These are highly revealing performers, too, so if there are issues in your source or amplification, you’ll know about it. While it’s possible to plug these Sennheisers straight into anything with a 3.5mm headphone output, they deserve much more than to be used with a phone or laptop.
We strongly suggest using a high-quality outboard DAC, at least the standard of the Chord Mojo. Also use good quality music files of CD-quality or higher, regardless of whether they are downloaded or streamed. Portable music players can also work well, but don’t expect great results if you’re not using something premium. If you really want to hear just how good the Sennheisers can sound, we’d recommend spending at least as much on the player as the headphones.
While the IE 900 are critical of source and amplification quality, they’re happy to play all genres of music. Provided it’s recorded well, these buds will shine regardless. We listen to Michael Kiwanuka’s eponymous album and the Sennheisers sound right at home, delivering the album’s retro vibe with skill.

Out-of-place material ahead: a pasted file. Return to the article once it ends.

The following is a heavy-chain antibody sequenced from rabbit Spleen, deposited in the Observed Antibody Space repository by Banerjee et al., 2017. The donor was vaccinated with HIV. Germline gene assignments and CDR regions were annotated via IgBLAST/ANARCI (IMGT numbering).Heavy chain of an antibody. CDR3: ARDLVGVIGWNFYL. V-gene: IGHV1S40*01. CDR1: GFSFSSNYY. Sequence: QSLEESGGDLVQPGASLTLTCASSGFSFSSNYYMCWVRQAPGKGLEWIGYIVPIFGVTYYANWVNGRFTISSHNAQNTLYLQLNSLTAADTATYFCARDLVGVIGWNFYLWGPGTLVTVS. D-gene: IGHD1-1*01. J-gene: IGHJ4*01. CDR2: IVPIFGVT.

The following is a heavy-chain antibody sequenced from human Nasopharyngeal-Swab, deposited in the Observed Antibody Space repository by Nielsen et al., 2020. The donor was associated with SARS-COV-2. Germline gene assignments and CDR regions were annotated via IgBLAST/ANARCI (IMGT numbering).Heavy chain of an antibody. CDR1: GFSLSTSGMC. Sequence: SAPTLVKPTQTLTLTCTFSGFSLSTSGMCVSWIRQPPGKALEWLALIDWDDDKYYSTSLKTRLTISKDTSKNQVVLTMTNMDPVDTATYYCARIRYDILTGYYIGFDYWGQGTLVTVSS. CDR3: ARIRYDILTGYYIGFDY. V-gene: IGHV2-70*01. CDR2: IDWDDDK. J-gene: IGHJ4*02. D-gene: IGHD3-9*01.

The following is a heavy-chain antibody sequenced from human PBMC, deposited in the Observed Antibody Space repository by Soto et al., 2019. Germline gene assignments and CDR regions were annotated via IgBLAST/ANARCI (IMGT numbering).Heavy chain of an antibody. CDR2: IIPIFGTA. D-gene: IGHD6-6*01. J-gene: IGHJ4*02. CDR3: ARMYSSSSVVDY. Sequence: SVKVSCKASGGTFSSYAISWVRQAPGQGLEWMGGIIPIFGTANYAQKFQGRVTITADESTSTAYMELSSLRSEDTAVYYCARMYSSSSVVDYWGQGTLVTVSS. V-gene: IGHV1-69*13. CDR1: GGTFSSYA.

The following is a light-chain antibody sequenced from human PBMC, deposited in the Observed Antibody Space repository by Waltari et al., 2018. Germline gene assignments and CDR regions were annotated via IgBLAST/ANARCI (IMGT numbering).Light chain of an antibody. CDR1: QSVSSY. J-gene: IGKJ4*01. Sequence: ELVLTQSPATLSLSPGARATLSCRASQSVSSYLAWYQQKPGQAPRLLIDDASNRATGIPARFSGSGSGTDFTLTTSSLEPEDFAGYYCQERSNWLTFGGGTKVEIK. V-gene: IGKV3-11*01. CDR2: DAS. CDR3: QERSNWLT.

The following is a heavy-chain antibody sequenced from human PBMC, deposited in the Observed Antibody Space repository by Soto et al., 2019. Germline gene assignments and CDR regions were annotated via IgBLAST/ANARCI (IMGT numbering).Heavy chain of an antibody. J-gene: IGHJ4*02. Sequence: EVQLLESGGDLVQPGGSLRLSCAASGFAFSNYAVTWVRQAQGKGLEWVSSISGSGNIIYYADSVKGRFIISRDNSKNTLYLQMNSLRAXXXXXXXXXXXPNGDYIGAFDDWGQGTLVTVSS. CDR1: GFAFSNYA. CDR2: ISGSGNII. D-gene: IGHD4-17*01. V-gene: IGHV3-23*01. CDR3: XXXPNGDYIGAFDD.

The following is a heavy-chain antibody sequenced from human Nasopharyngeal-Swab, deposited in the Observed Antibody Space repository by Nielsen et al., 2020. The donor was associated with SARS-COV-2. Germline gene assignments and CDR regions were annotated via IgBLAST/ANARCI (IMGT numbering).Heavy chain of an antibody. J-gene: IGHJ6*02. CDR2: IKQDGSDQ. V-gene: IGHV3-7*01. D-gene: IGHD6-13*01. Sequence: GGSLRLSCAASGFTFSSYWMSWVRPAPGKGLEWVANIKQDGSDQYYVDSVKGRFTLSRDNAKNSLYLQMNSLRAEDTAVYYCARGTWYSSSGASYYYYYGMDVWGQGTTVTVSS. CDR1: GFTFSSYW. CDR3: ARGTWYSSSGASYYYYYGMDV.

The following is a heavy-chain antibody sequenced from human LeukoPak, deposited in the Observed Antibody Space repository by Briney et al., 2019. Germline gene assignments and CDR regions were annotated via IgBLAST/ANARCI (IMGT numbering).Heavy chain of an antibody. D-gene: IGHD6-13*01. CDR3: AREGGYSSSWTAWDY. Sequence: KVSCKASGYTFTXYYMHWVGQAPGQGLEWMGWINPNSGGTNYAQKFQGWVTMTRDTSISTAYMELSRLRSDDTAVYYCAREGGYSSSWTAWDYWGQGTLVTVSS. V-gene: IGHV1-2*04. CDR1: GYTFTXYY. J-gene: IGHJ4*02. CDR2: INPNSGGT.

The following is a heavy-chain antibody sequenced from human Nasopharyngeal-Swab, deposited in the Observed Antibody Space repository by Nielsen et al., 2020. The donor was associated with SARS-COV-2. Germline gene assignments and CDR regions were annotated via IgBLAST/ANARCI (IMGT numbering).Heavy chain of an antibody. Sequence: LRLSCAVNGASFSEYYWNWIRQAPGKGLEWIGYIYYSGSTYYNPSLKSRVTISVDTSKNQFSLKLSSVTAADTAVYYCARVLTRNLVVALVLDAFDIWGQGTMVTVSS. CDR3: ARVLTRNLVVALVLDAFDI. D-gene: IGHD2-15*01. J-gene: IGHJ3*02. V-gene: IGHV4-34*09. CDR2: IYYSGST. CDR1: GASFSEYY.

Rhythms charge along with enthusiasm while Kiwanuka’s distinctive vocals come through with texture and passion. The album’s production isn’t the cleanest, but the Sennheisers still resolve plenty of information and present it in an orderly and enjoyable way.
Over our listening sessions, we switch between the likes of H.E.R, Leonard Cohen and Beethoven, and the IE 900 have no trouble accommodating any musical demands. They always provide plenty of insight and allow us to analyse the recording if we want to, but equally are also happy to just have fun.
There’s no denying that the IE 900 are a pricey proposition, but if you have a good enough source and amplification, their build, engineering and sound quality more than justify that hefty outlay.
- Sound 5
- Comfort 5
- Build 4
Read our guide to the best in-ear headphones
Read our Shure KSE1200 review
Read our Technics EAH-TZ700 review